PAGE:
DON'T BE TOO SMART FOR GOD BECAUSE OF YOUR REASONING OR INTELLECT - PART 1

                                             DON'T BE TOO SMART FOR GOD

                BECAUSE OF YOUR REASONING OR INTELLECT 

                                              

         DON'T REASON YOURSELF OUT OF PROPHETIC WISDOM

                                         By Apostle L. Lopez


 

God has given us the ability to reason—but too much mental reasoning blocks spiritual discernment and breeds plenty of confusion. With that in mind, is it possible that you are reasoning your...self out of prophetic wisdom that could be blocking your spiritual growth, your blessings, and even the full manifestation of your destiny?



 

I’ll admit it. I am analytical. I tend to reason through every possibility before making a decision. But I also pray after my thoughtful analysis and ultimately submit my plans to the written Word and the Spirit’s leading (which always agree).bOf course, I’m not Infallible But my purpose is to lean not on my own understanding—even when my own understanding seems plentiful in my own eyes (Prov. 3:5-6). Because the human heart is deceitful above all things there is an ever-present danger of flowing in pride instead of flowing in the Spirit (Jer. 17:9). This is especially true when we consider ourselves well-versed, experts even, in any area. Knowledge puffeth up (1 Cor. 8:1), after all, and pride comes before the fall (Prov. 16:18).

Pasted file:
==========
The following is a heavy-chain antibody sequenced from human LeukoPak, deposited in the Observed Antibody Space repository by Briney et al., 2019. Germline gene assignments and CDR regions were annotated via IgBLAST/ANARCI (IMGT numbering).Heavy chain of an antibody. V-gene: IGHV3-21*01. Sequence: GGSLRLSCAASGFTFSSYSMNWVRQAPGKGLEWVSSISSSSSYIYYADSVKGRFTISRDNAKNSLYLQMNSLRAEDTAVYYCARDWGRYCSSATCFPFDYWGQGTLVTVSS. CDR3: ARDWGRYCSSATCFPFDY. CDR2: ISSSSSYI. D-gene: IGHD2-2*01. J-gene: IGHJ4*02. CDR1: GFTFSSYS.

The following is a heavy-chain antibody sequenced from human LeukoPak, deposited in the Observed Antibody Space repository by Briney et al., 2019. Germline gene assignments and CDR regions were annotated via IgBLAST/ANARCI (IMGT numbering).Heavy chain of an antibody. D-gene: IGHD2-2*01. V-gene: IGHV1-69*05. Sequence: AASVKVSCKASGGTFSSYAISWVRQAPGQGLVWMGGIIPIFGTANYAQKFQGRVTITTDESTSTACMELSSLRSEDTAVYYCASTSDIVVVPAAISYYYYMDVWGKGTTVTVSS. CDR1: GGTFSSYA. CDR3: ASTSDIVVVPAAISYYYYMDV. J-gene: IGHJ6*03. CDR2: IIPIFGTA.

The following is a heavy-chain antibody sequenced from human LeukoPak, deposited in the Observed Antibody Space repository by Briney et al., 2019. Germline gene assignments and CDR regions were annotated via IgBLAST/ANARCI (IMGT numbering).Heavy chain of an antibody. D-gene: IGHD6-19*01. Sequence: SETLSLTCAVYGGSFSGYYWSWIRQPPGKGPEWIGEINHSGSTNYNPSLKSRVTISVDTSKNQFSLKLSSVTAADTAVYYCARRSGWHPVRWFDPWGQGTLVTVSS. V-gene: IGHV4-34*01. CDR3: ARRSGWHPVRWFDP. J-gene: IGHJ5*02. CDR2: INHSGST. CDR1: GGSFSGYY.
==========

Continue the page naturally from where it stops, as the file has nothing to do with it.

If we rely solely on our own reasoning—our own understanding—we could find ourselves shipwrecked. But if we rely on the Spirit’s wisdom—on His reasoning—we may find ourselves with a haul of blessings so big we can’t contain them. Indeed, we can see this very principle in Scripture. Just before Paul began his voyage to Rome, he received some prophetic wisdom from God. Paul told a centurion that he perceived a voyage that ended in disaster and much loss, not only of the cargo and the ship, but also lives (Acts 27:10). That’s a pretty dire warning. But did the centurion listen to Paul? No, he was more persuaded by the helmsman and the owner of the ship, who reasoned that the harbor was not suitable to winter in. The centurion’s response was, well, reasonable. The helmsman and the owner of the ship were expert sailors with keen understanding about the ways of the sea. Paul, by contrast, was a Pharisee-turned-tentmaker-turned-gospel-preacher who had no formal sailing experience.



 

Paul simply didn’t have the same seafaring credibility as the sailors. So when a majority decided that setting sail was the best move, expert reasoning won out over prophetic wisdom. How many times have we done the same thing in our own lives? Our past experience and our smart friends give us reasons to go down a certain path even though we feel in our spirit that we should go the road less traveled. So we head off in a direction our expert friends suggested—and circumstances seem favorable at first. We think we have confirmation and we feel pretty good about our decision. That’s what happened to Paul’s shipmates. After they decided to ignore Paul’s prophetic wisdom and set sail, a south wind blew softly. They supposed natural circumstances were proving their reasoning right (Acts 27:13).                 

 

By Apostle L. Lopez

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